A Welsh Oak Tree That's 1,000 Years Old Has Fallen Down

A thousand years is a long time for anything to be alive. To give you a sense of perspective, a thousand years ago a sixteen year German-Polish war had just ended, King Cnut had just succeeded his brother Harold II on the Danish throne, and William the Conqueror wasn't even alive yet. It's a heck of a time span.

It's sad to hear, then, that one of Wales' oldest trees which was probably planted almost a millennium ago has fallen down.

Credit: Rob McBride
Credit: Rob McBride

The tree, the Buttington Oak, was spotted fallen in its field two miles from the town of Welshpool, Powys, just months after it had been split in half by strong winds.

Rob McBride, joint founder and director of TREEspect CIC, is a 'tree hunter' and campaigner for the protection of ancient trees. He said he was sad to see such an important tree taken out by the elements.

Rob added that the mighty oak tree had a girth of around 11m, which would make it around 1,000 years old.

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According to Rob, the oak tree had huge cultural significance as it was a pollard - a tree that had had its upper branches removed and had been planted in the field manually.

McBride explained that the Buttington Oak would likely have been planted by local people to mark the site of the Battle of Buttington, which took place in 893 AD.

The tree is also believed to be a boundary marker for Offa's Dyke - an earthwork built by King Offa in the 8th Century that roughly follows the current border between England and Wales.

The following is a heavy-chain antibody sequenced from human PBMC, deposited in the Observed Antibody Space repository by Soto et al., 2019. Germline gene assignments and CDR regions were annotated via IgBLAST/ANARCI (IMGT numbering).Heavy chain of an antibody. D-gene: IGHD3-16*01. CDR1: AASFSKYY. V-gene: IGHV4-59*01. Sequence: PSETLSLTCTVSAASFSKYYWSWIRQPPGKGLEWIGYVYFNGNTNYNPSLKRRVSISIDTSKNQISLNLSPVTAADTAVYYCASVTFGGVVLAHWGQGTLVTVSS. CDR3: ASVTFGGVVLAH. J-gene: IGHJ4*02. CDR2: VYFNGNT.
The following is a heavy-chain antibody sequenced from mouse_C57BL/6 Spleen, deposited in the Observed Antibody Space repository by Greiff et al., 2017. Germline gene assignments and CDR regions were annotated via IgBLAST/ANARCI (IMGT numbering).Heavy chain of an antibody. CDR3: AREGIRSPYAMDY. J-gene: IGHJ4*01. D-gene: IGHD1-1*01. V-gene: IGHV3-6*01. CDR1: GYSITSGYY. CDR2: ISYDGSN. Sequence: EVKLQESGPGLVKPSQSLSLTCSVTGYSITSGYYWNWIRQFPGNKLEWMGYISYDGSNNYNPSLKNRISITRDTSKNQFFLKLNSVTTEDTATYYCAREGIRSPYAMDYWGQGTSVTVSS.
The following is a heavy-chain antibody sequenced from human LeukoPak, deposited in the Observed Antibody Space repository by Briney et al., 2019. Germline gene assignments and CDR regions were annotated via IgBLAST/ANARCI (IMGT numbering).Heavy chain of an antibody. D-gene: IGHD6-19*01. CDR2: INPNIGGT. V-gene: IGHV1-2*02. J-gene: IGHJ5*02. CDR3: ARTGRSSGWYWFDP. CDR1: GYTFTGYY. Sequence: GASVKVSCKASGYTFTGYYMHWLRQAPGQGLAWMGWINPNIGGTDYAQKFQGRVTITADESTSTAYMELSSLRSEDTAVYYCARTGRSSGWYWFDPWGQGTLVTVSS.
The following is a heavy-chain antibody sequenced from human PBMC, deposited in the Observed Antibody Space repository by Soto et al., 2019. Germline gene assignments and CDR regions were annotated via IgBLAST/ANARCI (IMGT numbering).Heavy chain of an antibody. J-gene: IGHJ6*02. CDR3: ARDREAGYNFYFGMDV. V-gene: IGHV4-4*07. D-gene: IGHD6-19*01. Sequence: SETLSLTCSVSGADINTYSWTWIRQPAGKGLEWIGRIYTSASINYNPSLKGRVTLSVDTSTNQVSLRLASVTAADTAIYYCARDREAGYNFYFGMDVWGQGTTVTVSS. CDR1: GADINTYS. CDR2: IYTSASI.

Credit: Rob McBride
Credit: Rob McBride

The Buttington Oak had split in half last May after it succumbed to strong easterly winds but is now believed to have grounded entirely.

"It's such a pity as this was the largest tree on Offa's Dyke and the second largest in Wales," McBride said, speaking with the BBC.

Offa's Dyke, where the Buttington Oak was located. Credit: PA
Offa's Dyke, where the Buttington Oak was located. Credit: PA

You probably haven't heard of the Battle of Buttington - it took place in 893 between a Viking army and an alliance of Anglo-Saxons and the Welsh.

The battle resulted in the invading Vikings being cornered in a fortification, when they starved after several weeks and were eventually defeated by the combined English and Welsh army.

It's sad that this piece of ancient British history is gone for good. Looks like we'll just have to plant some new trees to make up for it.

Featured Image Credit: Supplied

Chris Ogden

Chris Ogden is a journalist at LADbible. He graduated from the University of East Anglia with degrees in English Literature and Creative Writing before completing his NCTJ Diploma in Multimedia Journalism. Chris has previously written for the independent culture magazine The Skinny, among other publications.

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